“Brain drain is better than brain in drain.” Those eight words explain a nation or a region’s dilemma related to opportunities for their people and their struggle to retain talent. Here is the thumb rule first. If you don’t build an adequate ecosystem for your people, they will find greener pastures within the country or abroad. Migrations happen in all directions; some patterns are more discernible than others.
Various reasons and varying circumstances are attributed to migrations. A developed country’s steep tax regime could compel some affluent people to move elsewhere. In contrast, upward mobility, the security of future generations, and a general quest for quality of life are the most obvious motivations for developing countries’ migrants seeking upward mobility. What applies to brain drain also applies to unique skills, quality of education, and even muscles that move machines.
According to the World Migration Report 2022, most people do not migrate across borders, and much larger numbers migrate within countries. That said, “the increase in international migrants has been evident over time – both numerically and proportionally – and at a slightly faster rate than previously anticipated,” it says. While this phenomenon unfolds, countries at the receiving end often struggle to differentiate between migration and asylum.
The report also examines the quality of life and visa access factors. It reveals that migration options are partly related to “the lottery of birth” and, in particular, the passport of the potential migrant. Citizens of countries with high human development levels can travel to around 85 percent of all other countries worldwide without requiring a visa.
Not surprisingly, these countries are preferred destinations for those seeking migration. Less likelihood of visa-free arrangements for some nationality groups triggers their quest for change. To each their own may be the right mantra in these circumstances. However, broad regional and global patterns are worth analysing.
The desire to migrate is high across the Middle East and North Africa (Mena) region. The levels are highest in Jordan, Sudan, and Tunisia, where nearly half the population desires to leave, according to an Arab Barometer survey. It claims sizable proportions of citizens consider leaving their home countries across Mena.
The desire to emigrate has also largely remained at the pre-Covid-19 levels. “In most countries surveyed, at least a fifth of the population is considering emigrating. The percentage is highest in Jordan where nearly half (48 per cent) say they want to leave the kingdom, and lowest in Egypt where only 13 per cent share this desire,” it reveals.
Several reasons are cited for people wanting to emigrate. Studies suggest most potential migrants mention economic factors as the primary reason behind their decision to leave. “The levels range from virtually all potential migrants in Egypt (97 per cent) and Jordan (93 per cent) to more than half in Libya (53 per cent),” the Arab Barometer survey reveals.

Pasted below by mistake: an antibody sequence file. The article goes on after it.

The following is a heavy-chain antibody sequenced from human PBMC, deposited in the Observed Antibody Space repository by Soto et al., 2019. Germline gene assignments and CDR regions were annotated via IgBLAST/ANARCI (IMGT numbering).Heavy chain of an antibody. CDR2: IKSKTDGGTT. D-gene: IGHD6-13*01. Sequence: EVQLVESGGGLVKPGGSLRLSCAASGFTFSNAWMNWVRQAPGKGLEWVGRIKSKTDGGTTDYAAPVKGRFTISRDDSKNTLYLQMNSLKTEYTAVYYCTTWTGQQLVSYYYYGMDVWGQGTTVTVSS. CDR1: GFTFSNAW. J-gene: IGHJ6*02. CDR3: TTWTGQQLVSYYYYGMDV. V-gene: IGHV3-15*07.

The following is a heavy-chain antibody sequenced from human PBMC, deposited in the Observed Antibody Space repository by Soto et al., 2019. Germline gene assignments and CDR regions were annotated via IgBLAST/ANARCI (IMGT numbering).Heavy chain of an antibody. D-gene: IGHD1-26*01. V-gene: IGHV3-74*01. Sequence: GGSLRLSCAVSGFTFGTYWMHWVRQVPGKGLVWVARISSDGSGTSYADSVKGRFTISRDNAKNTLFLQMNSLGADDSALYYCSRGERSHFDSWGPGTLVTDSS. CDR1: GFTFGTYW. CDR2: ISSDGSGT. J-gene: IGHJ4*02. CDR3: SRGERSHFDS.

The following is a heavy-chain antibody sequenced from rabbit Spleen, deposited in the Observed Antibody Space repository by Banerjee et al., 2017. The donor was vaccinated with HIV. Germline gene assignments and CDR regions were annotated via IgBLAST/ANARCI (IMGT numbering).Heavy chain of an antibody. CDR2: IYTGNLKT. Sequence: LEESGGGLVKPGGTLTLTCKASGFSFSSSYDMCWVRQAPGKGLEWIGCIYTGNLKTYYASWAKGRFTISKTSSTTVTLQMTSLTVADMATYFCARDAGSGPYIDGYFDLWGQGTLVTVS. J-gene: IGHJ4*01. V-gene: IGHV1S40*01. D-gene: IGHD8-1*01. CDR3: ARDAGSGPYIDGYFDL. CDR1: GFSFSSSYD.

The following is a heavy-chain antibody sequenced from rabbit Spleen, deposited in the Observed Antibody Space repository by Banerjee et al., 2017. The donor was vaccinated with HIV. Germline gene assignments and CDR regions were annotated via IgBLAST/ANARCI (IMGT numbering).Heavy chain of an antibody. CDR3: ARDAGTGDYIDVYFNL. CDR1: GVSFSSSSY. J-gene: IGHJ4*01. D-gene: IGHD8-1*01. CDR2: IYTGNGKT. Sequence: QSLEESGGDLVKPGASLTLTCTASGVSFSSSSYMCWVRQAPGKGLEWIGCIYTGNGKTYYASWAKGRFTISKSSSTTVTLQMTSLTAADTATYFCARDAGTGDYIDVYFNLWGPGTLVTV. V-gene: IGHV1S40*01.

A look at the unemployment numbers in these countries indicates another pattern. The ILO Rapid Labor Force Surveys on the impact of Covid-19 concluded that among surveyed people, the unemployment rate increased by 50 percent in Egypt, 33 percent in Tunisia, and 23 percent in Morocco, further drawing attention to the labour market’s structural weaknesses. However, even these numbers do not nail the argument that economic woes automatically translate into the desire to migrate.
While other reasons, including security, political, and educational opportunities, are mentioned by minorities across the region, they seem to correlate with each country’s political atmosphere rather than being recurring themes across Mena. The question that policymakers in the region would grapple with is, are these numbers worrying? If yes, what would be its net outcome? More importantly, what could be done about it?
OECD attributes Mena’s population movements to numerous factors, including the modernization of the agricultural sector, alternative economic opportunities, and migration from political instability and conflicts. Its estimates indicate that “28 of the 30 largest cities in the broad Mena region will experience rapid levels of growth, with populations expected to increase over 15 per cent by 2035.”
Unchecked and unregulated population migration – from rural to urban or one country to another – is bound to create bigger problems at some stage, requiring a vast expansion of infrastructure and other critical resources. One way to salvage this situation is addressing the labour market’s structural weaknesses and capitalizing on new economic trends to create and maintain employment.
Without appropriate and timely measures, potential migrants in the region will become just another statistic, as discovered by these startling International Organization for Migration figures. “The total estimated 281 million people living in a country other than their countries of birth in 2020 was 128 million more than in 1990 and over three times the estimated number in 1970.” Let’s hope this pattern does not repeat in the next two decades.
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